Our contemporary instincts tell us that the best good is that which is best for the most people. But it may come as a surprise that this is a rather new idea, or at least it's an idea which is only now popular, briefly, historically speaking. Surely it can be argued that great men, men like Socrates and Plato and Ben Franklin and Thomas Jefferson, are more important to the very core of mankind than the teeming masses.

In my own estimation, the individual is at least as important as the community, and perhaps is of greater value. The individual human must be protected and respected as the most precious thing alive. That's why we have laws protecting the lone man against the tyranny of the many. The lone man stands aside the group, forever glorious and irreplaceable.

With that said, here are some quotes from The Prisoner:

First, my favorite:
“I will not be pushed, filed, stamped, indexed, briefed, debriefed, or numbered! My life is my own.”
--No.6; Arrival

And more. Peruse at your leisure:

New No.2: “Good day, Number Six.”
No.6: “Number what?”
New No.2: “Six. For official purposes, everyone has a number. Yours is number 6.”
No.6: “I am not a number, I am a person.”

No.2: “We can treat folly with kindness . . . knowing that soon his wild spirit will quieten, and the foolishness will fall away to reveal a model citizen.”
No.6: “That day you'll never see.”
--Dance of the Dead

“Unlike me, many of you have accepted the situation of your imprisonment and will die here like rotten cabbages.”
--No.6; Free For All

The Queen: “I want to be near you.”
No.6: “And everybody's near in this place . . . far too near.”

No.2: “Tell me. . .are you still as keen as ever to leave us?”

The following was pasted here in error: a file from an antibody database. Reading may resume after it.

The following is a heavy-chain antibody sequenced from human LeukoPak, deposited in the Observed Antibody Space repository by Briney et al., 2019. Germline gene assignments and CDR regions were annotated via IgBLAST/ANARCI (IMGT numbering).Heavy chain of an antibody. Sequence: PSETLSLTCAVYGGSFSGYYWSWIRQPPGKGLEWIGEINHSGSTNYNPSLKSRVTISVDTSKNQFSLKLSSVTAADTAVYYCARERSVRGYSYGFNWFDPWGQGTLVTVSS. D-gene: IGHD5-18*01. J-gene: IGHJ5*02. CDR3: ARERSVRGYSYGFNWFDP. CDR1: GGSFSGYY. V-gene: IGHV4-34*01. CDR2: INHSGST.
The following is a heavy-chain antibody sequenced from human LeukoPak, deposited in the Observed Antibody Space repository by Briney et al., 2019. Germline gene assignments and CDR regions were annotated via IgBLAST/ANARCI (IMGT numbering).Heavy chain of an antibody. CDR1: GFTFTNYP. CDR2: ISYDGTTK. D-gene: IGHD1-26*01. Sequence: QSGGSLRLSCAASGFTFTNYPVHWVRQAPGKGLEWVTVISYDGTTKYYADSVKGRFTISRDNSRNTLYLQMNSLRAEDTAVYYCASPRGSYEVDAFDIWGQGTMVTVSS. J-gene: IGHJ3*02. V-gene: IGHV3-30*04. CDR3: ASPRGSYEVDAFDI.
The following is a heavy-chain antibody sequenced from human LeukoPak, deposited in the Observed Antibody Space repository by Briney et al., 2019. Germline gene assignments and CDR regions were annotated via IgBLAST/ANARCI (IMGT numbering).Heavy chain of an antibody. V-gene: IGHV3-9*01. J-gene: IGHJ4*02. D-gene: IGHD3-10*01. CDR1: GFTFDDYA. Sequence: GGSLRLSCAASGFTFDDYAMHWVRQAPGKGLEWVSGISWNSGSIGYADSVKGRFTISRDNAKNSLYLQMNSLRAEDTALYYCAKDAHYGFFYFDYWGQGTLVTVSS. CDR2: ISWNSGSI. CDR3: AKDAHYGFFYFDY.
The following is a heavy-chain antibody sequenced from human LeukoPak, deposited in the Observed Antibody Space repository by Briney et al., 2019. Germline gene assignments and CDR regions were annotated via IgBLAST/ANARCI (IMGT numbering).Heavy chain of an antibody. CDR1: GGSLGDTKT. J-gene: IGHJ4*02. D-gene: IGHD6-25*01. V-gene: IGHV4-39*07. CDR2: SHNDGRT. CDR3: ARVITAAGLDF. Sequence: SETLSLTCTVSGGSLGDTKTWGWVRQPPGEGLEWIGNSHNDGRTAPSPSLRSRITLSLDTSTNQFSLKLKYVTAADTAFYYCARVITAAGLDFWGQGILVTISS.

No.6: “Any more questions?”
--The General

Chairman: “We deplore your spirit of disharmony.”
No.6: “That's a common complaint around here, isn't it?”
--A Change of Mind

No.2: “I assure you, that no matter what significance you may hold for me, to the Village and its Committee, you are merely Citizen Number Six, who has to be tolerated, and if necessary, shaped to fit.”
No.6: “Public Enemy Number Six.”
--A Change of Mind

“You still have a choice. You can still salvage your right to be individuals. Your rights to truth and free thought! Reject this false world of Number Two . . . reject it NOW!!”
--No.6; A Change of Mind

“He told [those kids] a . . . a blessed fairy tale. That one wouldn't drop his guard with his own GRANDMOTHER!”
--No.2 [concerning No.6]; The Girl Who Was Death


“He has revolted. Resisted. Fought. Held fast. Maintained. Destroyed resistance. Overcome coercion. The right to be a person, someone or individual. We applaud his private war, and concede that despite materialistic efforts, he has survived intact and secure!”
--The President; Fall Out

“All that remains is . . . recognition of a man.”
--The President; Fall Out

Final note:
I suppose, too, that I should tell you the ending of the entire TV series. So if you don't wish to know, then stop reading.